By Laura Raccuglia
The theatre department at DeSales is one of the most unique and interesting programs in which to participate. Endless opportunities are available, not only for the theatre majors, but for all students. There are countless shows and performances throughout the year, and students look forward to showing off all that they have prepared, whether it be on or off the stage, on camera, or behind the scenes.
Some words to describe a typical day in the life of a DeSales theatre student would be active, challenging, demanding, exciting, full, fun, humbling, rewarding, rigorous and strenuous. When looking at the amount of work that is put into the craft of theatre, it stands to reason that many skills are required make it all happen.
DeSales’ philosophy on how to train its theatre students are not only in theatre as an art form, but on how to be professional in the many aspects of theatre as a major entertainment industry and business. DeSales’ theatre students are trained to “perform” well on stage, but more importantly, to perform well when faced with the many challenges our world may throw their way.
As a DeSales theatre student, a Liberal Arts curriculum is the underlying program for the major course of study, but there are many additional obligations, as well. A theatre arts major can expect to have his or her schedule packed with mandatory time responsibilities beyond class.
For example, Theatre Crafts Laboratory requires that all students help prepare for the upcoming productions in some way. In this class, students learn terminology, how to navigate all areas of the theatre facility, to use certain tools in the scenic and costume shops and learn the safety practices when working in these shops. Through this, the students will be able to find other interests involved with the theatre and work with their colleagues.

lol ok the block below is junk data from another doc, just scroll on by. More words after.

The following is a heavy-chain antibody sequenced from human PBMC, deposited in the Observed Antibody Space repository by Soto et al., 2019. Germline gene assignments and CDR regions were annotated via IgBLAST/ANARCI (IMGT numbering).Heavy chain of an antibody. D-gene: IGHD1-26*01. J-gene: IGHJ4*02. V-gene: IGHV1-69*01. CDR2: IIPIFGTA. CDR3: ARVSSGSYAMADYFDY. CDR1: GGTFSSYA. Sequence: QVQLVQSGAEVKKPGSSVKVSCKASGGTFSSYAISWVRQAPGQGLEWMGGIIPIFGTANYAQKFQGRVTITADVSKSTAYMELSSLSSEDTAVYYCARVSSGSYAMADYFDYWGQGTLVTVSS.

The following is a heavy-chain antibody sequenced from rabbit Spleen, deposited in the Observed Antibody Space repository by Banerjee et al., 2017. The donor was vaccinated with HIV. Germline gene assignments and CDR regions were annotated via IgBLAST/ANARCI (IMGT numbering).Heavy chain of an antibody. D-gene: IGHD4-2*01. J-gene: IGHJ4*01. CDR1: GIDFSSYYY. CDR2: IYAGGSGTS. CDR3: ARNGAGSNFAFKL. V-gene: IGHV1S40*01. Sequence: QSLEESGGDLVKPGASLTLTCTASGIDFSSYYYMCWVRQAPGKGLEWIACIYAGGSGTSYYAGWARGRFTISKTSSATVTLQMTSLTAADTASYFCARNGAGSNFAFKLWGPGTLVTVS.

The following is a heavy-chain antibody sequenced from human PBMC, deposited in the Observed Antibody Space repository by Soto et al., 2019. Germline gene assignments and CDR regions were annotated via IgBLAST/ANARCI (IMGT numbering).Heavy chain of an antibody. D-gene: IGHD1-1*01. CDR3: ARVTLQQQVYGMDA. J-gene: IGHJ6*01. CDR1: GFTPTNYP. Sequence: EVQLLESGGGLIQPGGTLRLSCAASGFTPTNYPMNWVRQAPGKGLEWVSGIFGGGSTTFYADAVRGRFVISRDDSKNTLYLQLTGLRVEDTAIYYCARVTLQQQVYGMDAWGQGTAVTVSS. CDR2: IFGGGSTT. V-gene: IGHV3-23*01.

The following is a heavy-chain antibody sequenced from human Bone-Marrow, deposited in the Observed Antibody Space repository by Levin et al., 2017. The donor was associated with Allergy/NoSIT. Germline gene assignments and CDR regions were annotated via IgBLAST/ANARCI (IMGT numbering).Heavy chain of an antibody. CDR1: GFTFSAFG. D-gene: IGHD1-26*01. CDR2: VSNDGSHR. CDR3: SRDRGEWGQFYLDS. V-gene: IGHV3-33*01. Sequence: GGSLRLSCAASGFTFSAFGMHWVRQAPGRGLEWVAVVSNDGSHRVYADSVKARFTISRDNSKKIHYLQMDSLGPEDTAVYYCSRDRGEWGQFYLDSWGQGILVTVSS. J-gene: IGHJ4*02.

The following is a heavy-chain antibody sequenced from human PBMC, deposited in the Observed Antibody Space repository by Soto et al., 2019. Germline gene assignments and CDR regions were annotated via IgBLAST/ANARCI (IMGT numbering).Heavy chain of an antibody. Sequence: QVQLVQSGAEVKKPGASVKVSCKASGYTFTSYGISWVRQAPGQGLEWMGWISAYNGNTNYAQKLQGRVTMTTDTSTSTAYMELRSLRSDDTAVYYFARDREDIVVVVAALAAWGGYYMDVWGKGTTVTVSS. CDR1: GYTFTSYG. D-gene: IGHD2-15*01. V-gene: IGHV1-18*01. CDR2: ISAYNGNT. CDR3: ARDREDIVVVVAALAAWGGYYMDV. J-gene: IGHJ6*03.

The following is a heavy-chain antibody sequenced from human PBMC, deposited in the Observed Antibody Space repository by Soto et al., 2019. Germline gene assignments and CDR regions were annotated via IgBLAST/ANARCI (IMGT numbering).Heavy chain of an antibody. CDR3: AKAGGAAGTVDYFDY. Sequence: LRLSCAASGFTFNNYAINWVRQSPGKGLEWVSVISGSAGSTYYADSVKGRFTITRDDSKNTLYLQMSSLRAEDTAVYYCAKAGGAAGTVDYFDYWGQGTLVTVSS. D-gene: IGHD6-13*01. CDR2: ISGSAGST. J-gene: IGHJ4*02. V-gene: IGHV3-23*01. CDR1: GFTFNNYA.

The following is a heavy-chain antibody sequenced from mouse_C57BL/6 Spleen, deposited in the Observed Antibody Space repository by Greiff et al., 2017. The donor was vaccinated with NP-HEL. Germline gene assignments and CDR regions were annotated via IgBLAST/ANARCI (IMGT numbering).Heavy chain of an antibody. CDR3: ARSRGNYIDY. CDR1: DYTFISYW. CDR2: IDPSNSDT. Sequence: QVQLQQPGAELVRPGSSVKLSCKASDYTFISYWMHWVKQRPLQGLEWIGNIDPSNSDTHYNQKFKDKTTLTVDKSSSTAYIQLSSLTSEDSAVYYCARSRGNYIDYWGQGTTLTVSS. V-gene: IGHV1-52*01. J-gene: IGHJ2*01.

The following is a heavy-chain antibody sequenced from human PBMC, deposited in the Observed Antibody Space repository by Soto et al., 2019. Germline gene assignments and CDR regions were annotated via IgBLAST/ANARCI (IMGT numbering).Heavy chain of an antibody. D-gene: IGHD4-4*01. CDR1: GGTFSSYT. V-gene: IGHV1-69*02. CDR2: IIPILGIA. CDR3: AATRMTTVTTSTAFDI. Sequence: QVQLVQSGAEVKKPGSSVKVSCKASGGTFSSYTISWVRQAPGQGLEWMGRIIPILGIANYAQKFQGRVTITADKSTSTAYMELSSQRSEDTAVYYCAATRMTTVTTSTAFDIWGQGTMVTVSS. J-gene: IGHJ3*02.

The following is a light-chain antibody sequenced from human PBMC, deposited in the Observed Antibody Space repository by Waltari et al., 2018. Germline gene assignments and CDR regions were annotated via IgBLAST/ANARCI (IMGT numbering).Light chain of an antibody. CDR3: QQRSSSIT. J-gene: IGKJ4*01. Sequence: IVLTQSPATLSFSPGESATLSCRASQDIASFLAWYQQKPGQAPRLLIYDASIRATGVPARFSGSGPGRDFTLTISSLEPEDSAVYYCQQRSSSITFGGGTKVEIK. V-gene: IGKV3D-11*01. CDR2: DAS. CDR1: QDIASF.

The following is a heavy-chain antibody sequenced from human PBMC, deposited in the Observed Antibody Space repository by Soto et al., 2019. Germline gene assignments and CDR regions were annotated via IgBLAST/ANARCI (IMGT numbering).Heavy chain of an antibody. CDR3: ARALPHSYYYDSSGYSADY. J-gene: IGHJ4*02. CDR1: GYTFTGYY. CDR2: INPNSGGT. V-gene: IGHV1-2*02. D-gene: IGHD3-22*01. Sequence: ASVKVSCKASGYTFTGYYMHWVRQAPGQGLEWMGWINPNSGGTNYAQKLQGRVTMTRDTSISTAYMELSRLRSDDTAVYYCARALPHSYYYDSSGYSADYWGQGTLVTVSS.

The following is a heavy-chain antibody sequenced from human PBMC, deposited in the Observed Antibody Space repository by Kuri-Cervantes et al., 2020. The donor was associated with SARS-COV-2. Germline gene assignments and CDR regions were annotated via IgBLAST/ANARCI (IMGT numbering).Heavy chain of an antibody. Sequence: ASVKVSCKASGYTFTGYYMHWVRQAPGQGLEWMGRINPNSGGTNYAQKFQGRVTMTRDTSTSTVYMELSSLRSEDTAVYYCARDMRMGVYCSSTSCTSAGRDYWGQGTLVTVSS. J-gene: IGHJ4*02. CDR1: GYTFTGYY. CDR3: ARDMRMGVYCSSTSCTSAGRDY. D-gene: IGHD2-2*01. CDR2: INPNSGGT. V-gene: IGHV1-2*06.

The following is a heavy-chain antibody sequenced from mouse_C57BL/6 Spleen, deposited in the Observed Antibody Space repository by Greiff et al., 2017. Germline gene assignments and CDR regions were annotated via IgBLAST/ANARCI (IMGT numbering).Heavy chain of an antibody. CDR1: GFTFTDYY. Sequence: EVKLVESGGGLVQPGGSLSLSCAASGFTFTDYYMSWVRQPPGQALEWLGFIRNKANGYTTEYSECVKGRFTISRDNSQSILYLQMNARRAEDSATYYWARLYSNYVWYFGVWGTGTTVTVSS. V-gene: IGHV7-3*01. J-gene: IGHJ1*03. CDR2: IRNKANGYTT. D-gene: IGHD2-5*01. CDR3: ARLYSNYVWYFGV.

In addition to the Theatre Crafts Laboratory, the freshmen students are required to take a Fundamentals of Acting course. For this class, it is expected that the students audition for the student directed scenes, which are put on by other classes such as the TV/film, and the Fundamentals of Directing courses.
Theatre students are not the only ones eligible to audition for their fellow students’ productions, anyone can. MJ Bird, senior musical theatre major, encouraged all new students to “not be afraid of auditioning for [student directed scenes], because they are a great thing to put on your resume.”
It is strongly encouraged that all theatre students audition for each production so that they are considered in the casting process. All of the staff in the DeSales theatre department, as stated in the DeSales Theatre Department Handbook, values students being on top of all of their studies so that they can be considered for the shows for which they are auditioning and so that they can make the most out of their college experience.
As we all know, DeSales values a thorough education for its students, and theatre students are no exception. Theatre students not only have a lot of responsibilities to their major, but they also have to focus on their liberal arts studies, time management, health and personal needs.
Managing all these things around the theatre calendar, which relies on the students being there, means not being able to go home on some breaks, which are otherwise scheduled for the general student body.
Nicole Ballistrere, a freshman acting/directing major said that “I am most looking forward to making new friends and being independent.” She then further explained that she is excited to “be able to make my own decisions and to venture out into the world.”
When the freshman come in for the first time, most are excited, and others are scared. The transition from high school to college is tough, but the upperclassmen make it so much fun for them from orientation to auditions and all the events that all the theatre students are invited to attend. Being in the department of theatre is an exciting experience, and it is a community in which many are very grateful to be a part and have their role.